"It really boggles my mind how they can vote yes on the SSO and enjoy the benefits (of a second-story home) and, on the other hand, I'm robbed of the same privilege that they used and enjoyed for decades," said Hobart Sze, who lives between two two-story homes on Loma Verde Avenue.
Unmesh Vartak argued that the petition never had the required 70 percent of support and lamented the "misinformation" that was spread during the petition effort. Many Royal Manor residents, he told the council, live on small lots that are located in the flood plain and face setback restrictions that would make expansion virtually impossible if two-story additions were prohibited. He noted that Royal Manor has many multi-generation families that need the extra space.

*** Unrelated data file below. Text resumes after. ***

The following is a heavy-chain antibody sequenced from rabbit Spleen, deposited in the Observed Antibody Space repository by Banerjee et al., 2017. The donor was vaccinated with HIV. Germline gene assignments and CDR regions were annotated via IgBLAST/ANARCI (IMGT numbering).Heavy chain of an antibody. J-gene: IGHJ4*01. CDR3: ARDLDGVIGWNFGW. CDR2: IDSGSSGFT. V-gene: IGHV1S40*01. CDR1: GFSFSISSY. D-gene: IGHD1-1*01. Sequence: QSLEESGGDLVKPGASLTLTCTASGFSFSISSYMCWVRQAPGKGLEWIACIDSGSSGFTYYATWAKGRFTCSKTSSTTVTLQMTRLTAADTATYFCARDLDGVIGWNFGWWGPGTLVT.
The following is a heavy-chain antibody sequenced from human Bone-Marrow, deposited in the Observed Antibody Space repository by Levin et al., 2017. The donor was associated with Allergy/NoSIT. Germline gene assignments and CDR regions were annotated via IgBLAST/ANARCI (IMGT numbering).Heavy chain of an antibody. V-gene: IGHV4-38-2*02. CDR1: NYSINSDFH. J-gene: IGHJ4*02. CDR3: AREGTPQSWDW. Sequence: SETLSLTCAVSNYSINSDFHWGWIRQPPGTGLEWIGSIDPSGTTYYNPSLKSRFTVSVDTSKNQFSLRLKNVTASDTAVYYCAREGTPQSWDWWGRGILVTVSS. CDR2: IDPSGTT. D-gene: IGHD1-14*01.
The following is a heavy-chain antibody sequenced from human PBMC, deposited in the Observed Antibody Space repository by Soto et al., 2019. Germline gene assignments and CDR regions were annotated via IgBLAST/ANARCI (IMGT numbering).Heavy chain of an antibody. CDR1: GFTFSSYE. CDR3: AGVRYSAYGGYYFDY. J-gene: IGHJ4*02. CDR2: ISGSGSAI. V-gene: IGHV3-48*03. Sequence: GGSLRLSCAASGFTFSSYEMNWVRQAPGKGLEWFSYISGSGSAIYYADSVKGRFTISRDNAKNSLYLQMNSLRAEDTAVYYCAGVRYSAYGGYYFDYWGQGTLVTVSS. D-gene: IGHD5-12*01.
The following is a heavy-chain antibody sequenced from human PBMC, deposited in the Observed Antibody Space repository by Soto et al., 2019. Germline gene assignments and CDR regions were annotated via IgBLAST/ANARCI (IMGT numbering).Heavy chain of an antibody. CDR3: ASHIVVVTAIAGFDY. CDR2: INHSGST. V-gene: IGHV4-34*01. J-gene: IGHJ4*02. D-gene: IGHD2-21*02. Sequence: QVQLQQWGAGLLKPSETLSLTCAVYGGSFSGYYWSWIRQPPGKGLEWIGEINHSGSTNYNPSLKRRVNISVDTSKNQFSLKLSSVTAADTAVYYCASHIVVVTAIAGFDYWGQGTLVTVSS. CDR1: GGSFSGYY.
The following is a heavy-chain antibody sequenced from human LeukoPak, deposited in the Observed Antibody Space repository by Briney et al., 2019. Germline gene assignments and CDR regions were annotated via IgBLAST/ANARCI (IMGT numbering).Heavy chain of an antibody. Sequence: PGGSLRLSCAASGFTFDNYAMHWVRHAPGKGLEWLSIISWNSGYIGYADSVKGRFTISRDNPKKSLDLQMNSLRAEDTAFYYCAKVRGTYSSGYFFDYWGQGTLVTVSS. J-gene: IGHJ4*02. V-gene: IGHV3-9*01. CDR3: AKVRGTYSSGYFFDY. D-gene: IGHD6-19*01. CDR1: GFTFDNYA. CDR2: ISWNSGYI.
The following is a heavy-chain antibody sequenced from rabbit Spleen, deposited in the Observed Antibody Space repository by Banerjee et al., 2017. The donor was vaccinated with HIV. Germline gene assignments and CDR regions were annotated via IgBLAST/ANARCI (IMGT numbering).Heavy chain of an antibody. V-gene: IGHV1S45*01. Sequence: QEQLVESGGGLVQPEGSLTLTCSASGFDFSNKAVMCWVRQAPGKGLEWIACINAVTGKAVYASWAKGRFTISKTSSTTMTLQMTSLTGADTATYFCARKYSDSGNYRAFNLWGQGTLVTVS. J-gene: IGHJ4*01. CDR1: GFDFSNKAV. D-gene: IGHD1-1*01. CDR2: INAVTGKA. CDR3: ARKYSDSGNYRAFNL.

"If there is no room to grow, the families will be pushed out," Vartak said.
Overlay opponents clapped and cheered after the council voted not to move ahead with the zone change, even on an interim basis. But for the proponents, the effort wasn't a total loss. By pledging to revise the design guidelines, the City Council is adopting an approach used in cities like Sunnyvale and Cupertino, which already have special rules for Eichler neighborhoods. These rules aim to ensure that when a two-story home is built, its design is such that it doesn't affect the sunlight and privacy of neighbors.
Burt and his colleagues acknowledged that the city's existing "individual review" process for new two-story homes isn't stringent enough to ensure architectural compatibility. He and his colleagues all supported taking a closer look at revising design guidelines to ensure better compatibility -- a change that also has broad support from both sides of Royal Manor's contentious debate.
"If I were going forward with allowing second-story homes in Eichler neighborhoods, I'd want much stronger guidelines on privacy and mass and all of those issues," Burt said.